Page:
EU agrees to monitor Gaza-Egypt crossing
Updated: 2005-11-08 09:32
The European Union agreed Monday to monitor a Gaza-Egypt border crossing that
serves as the main gate to the world for Palestinians in the coastal strip.
The deployment of foreign inspectors at the Rafah terminal is a key element
of an emerging Israeli-Palestinian deal on new border arrangements following
Israel's pullout from the Gaza Strip in September.
EU foreign ministers agreed at a meeting in Brussels, Belgium, to "assume the
third party responsibility" for monitoring the border crossing, Javier Solana,
the EU's security affairs chief, told reporters as a delegation from the bloc
toured the border area.
Israel closed Rafah just before the withdrawal, and the terminal has opened
only sporadically since then to allow passage of hardship cases.
Solana did not give details of the conditions under which the EU monitors
would supervise border traffic, saying Israeli and Palestinian negotiators were
discussing the matter Monday. The Palestinians hope to reach agreement by Nov.
The Palestinians want the Europeans to serve as advisers, while Israel wants
the foreigners to be in charge, with the authority to carry out arrests or
confiscate luggage, if necessary. Israel is concerned about an influx of weapons
Palestinian Cabinet Minister Mohammed Dahlan accused Israel of trying to
maintain a presence in Gaza despite its withdrawal.
"We don't want any (Israeli) foothold here," Dahlan said. "What we want is
freedom of movement for passengers in and out of Gaza, and freedom of movement
for goods out of Gaza to Egypt."
Touring the border, Marc Otte, the EU's Mideast envoy, said: "We are not here
to control anybody. We are here to help and assist."
Reopening Rafah under Palestinian control is a crucial sovereignty issue for
Gazans as they assert authority over their borders for the first time.
Israeli-Palestinian agreements on the crossings are also necessary to rebuild
The deployment of foreign inspectors in Rafah would set an important
precedent that could be copied at a future airport and seaport in Gaza. Israel
wants the Europeans there to ensure that militants and weapons do not cross into
Palestinian Cabinet Minister Mohammed Dahlan,
right, speaks with Mark Otte, center, the European Union envoy to the
Middle East and another EU official during a tour of the Rafah border
crossing in the southern Gaza Strip, Monday, Nov. 7, 2005. A European
Union delegation toured the Gaza-Egypt border Monday as part of
negotiations with Israel and the Palestinians on the role of European
inspectors at the Rafah terminal. [AP]
European officials met separately Sunday with Israeli and Palestinian
officials. Palestinian negotiator Saeb Erekat said the Europeans told him the
inspectors were ready to fulfill whatever role agreed to by the Israelis and
Later Monday, international envoy James Wolfensohn was to chair a three-way
meeting with Israeli and Palestinian officials to try to resolve the remaining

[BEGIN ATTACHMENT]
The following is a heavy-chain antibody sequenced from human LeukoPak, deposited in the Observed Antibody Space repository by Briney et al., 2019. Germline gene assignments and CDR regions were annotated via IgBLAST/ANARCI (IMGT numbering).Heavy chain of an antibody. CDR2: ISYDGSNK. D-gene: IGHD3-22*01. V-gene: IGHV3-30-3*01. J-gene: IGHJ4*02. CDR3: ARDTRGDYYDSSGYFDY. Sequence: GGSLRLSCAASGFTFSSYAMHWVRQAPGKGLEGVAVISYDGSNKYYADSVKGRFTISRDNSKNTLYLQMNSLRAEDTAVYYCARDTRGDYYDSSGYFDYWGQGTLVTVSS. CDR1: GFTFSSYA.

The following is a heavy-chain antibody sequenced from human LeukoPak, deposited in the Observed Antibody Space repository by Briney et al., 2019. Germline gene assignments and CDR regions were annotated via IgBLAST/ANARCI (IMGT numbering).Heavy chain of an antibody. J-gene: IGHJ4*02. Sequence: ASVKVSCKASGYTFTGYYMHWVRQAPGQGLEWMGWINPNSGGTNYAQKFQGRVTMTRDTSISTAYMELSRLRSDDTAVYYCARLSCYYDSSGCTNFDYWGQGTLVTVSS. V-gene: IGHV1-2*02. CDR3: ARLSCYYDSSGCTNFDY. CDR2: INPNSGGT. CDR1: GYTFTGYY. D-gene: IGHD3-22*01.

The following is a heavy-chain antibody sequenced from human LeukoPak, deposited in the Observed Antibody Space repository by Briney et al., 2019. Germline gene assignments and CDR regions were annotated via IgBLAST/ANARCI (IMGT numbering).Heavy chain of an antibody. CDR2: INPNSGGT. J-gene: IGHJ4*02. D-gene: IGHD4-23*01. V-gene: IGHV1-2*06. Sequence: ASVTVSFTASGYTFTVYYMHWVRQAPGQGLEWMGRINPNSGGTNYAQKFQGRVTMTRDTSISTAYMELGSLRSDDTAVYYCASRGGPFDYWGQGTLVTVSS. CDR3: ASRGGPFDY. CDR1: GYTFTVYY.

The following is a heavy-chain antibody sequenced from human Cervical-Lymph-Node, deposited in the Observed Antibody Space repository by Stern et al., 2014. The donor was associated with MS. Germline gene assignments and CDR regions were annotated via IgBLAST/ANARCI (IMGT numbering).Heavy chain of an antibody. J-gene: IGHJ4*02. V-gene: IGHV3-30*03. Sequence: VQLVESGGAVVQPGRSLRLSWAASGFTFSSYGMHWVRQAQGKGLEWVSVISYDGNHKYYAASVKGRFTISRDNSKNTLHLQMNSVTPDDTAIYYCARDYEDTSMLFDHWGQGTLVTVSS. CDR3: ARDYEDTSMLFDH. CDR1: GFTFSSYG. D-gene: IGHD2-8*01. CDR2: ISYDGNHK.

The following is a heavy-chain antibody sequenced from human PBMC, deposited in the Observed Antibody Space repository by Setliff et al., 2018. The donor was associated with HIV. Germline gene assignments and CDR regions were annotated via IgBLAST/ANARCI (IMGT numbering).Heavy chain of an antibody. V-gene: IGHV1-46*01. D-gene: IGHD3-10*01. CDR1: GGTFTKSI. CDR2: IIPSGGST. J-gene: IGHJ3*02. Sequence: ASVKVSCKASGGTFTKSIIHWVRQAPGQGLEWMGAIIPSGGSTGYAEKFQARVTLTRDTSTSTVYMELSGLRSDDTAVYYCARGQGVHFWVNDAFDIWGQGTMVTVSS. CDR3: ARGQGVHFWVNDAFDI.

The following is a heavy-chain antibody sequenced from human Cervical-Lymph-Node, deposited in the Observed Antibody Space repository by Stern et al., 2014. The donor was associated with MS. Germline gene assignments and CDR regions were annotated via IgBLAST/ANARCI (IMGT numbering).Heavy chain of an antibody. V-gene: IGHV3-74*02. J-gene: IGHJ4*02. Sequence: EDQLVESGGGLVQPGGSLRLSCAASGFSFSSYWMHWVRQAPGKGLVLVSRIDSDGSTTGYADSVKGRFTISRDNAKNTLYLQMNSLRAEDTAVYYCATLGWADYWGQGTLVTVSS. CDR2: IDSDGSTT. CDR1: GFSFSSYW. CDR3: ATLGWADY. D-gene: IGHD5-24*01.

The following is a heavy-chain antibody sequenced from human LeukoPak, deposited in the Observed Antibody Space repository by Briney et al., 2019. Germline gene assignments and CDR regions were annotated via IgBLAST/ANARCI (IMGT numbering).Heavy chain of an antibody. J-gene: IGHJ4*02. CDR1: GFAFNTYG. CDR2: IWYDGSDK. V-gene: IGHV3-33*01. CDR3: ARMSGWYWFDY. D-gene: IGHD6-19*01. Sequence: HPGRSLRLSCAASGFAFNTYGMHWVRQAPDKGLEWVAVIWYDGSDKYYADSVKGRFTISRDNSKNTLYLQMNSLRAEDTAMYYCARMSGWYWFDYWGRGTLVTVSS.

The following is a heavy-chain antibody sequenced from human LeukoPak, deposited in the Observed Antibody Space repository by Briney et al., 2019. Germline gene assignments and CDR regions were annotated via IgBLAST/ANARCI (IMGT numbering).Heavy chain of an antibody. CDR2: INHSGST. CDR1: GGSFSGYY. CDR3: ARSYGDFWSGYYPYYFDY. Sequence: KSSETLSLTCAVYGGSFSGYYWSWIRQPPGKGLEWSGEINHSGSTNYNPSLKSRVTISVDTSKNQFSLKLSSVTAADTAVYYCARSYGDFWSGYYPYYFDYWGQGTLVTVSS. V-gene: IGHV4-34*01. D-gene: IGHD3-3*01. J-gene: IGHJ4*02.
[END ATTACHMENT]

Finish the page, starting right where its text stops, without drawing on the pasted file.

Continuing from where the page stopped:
disputes over Rafah. During his week-long stay, Wolfensohn also hopes to make
progress on other issues, including improvements at crossings from Gaza into
A key issue at Monday's meeting will be Israel's demand to monitor Rafah
long-distance, via computer hookup and closed-circuit TV, Erekat said. The
Palestinians reject the demand, saying the presence of European inspectors
should be sufficient.
Erekat said he hoped an agreement on Rafah could be reached by the end of the
Sharon told parliament's Defense and Foreign Affairs Committee that it was
important for Israel to monitor who is passing through Rafah, said Ran Cohen, a
lawmaker from the opposition Yahad Party. Sharon told lawmakers that Israel must
retain the right to keep monitoring, and that Israel was preparing alternate
crossings under Israeli control if an agreement on Rafah could not be reached,
Palestinian workers at Rafah set up checkpoints Monday and hooked up security
cameras to monitor the approaches to the terminal. Dozens of Palestinian
policemen took up positions along the perimeter wall and at the crossing's main
Also Monday, EU foreign ministers agreed to train Palestinian police forces
for three years, beginning Jan. 1. The mission is to be the 25-nation bloc's
first security role in the region as part of international peace efforts.
The ministers also also expressed concern about continued violence in Gaza
and the West Bank, calling on the Palestinian Authority "to take full control of
law and order in the occupied territories" and urging Israel to stop its
settlement program in East Jerusalem and "to cease all discriminatory treatment
of Palestinians." ... especially concerning work permits, access to education
and health services."
Sharon, meanwhile, told lawmakers Monday that if Hamas militants participate
in Palestinian legislative elections, Israel would not coordinate with the
Palestinians on the vote, and would make it difficult for Hamas to campaign,
said the prime minister's spokesman Asaf Shariv.
The Palestinians say Israeli roadblocks throughout the West Bank must be
lifted ahead of the Jan. 25 election to let candidates campaign freely and
permit voters to travel to rallies and the polls.
Israel has demanded for months that Palestinian leader Mahmoud Abbas disarm
Hamas if it is to take part in the election.
Abbas has repeatedly refused, saying such a confrontation would provoke civil
war. Instead, he has brokered a shaky truce with militants not to attack Israel
and has worked to bring them into Palestinian political life by having them
field candidates in the parliamentary election.